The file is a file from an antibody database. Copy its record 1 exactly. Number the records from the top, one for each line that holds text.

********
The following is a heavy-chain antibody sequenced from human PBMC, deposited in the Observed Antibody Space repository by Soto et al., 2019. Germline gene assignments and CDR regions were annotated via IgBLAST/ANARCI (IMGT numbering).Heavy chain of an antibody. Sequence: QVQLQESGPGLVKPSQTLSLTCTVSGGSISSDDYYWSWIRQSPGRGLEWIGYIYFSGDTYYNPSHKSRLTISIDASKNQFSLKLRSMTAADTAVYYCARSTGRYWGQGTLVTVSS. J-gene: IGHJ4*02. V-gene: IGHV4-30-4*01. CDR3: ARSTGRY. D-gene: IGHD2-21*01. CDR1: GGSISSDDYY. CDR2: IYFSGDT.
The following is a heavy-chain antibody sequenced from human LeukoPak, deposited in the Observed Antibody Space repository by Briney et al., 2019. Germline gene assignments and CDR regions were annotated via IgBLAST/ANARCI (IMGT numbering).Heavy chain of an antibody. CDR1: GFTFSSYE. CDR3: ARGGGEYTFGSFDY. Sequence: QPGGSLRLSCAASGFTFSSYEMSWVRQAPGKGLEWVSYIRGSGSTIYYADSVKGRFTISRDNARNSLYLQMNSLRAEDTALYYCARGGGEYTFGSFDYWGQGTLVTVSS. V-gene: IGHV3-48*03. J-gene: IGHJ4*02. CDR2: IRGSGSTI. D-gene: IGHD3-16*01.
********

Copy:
The following is a heavy-chain antibody sequenced from human PBMC, deposited in the Observed Antibody Space repository by Soto et al., 2019. Germline gene assignments and CDR regions were annotated via IgBLAST/ANARCI (IMGT numbering).Heavy chain of an antibody. Sequence: QVQLQESGPGLVKPSQTLSLTCTVSGGSISSDDYYWSWIRQSPGRGLEWIGYIYFSGDTYYNPSHKSRLTISIDASKNQFSLKLRSMTAADTAVYYCARSTGRYWGQGTLVTVSS. J-gene: IGHJ4*02. V-gene: IGHV4-30-4*01. CDR3: ARSTGRY. D-gene: IGHD2-21*01. CDR1: GGSISSDDYY. CDR2: IYFSGDT.